MONTPELIER — Gross Domestic Product, that age-old economic indicator, fails to fully capture the health of the Vermont economy, argues Washington County Democratic Sen. Anthony Pollina.
That’s why he’s pushing for a “Genuine Progress Indicator,” a proposed tool that he said would paint a more accurate picture of the economy and how Vermonters are faring.
Pollina plans to introduce a bill during the next legislative session that would create a GPI based largely on the model already in use in the state of Maryland.
“The ultimate goal is to recognize that we are going through some of the most significant economic changes in our lifetime, in decades,” said Pollina. “We’re seeing the middle class vanishing, essentially, and the wealth gap increasing. We’re seeing some major changes in the economy and need a way to measure those changes in a way that measures them accurately.”
The GDP is far from accurate in terms of giving a complete view of the economy, Pollina said.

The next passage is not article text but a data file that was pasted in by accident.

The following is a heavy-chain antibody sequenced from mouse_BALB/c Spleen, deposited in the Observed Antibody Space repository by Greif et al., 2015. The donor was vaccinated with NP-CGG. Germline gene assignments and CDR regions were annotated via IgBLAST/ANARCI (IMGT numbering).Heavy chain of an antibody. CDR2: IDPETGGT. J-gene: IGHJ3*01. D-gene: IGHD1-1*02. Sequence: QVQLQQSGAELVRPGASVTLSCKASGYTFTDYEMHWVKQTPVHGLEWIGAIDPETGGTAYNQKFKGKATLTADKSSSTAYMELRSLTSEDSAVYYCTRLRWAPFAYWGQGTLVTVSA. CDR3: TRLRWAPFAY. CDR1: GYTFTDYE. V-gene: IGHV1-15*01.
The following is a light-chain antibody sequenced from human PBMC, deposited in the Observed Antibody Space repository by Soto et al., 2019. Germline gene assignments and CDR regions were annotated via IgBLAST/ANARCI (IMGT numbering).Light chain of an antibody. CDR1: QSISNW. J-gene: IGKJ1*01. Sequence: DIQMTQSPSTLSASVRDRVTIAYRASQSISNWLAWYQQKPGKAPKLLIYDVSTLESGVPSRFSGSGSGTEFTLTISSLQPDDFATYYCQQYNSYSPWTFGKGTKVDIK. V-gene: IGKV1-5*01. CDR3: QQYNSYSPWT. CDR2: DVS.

He said the GDP rose in Louisiana after Hurricane Katrina because the damage created jobs. That calculation ignored the human and environmental devastation, he said.
The GDP is “like a business that looks at gross income but never subtracts costs,” Pollina said.
Vermont was ranked 10th for GDP growth last year compared to other states. Vermont’s GDP rose 3.2 percent to $25.6 billion in 2010.
But Pollina isn’t convinced the seemingly rosy news that Vermont grew more than most other states captures how Vermonters are doing.
Pollina envisions a Vermont GPI that factors in information about wages, underemployment, the disparity between rich and poor Vermonters, and the environment to assess how the state is doing.
By measuring these facets of life, Pollina said, Vermonters will be able to measure how well state policy makers are doing their jobs.
“The other thing that goes along with measuring these things is it allows us to hold policy makers — of which I am one — more accountable for how we are doing in addressing these other economic indicators,” Pollina said.
Pollina said it would cost little to establish the system. Maryland spent about $20,000 to get its GPI up and running, he said.
Gov. Peter Shumlin is interested in the Genuine Progress Indicator, according to a spokeswoman, and has asked for more information about it.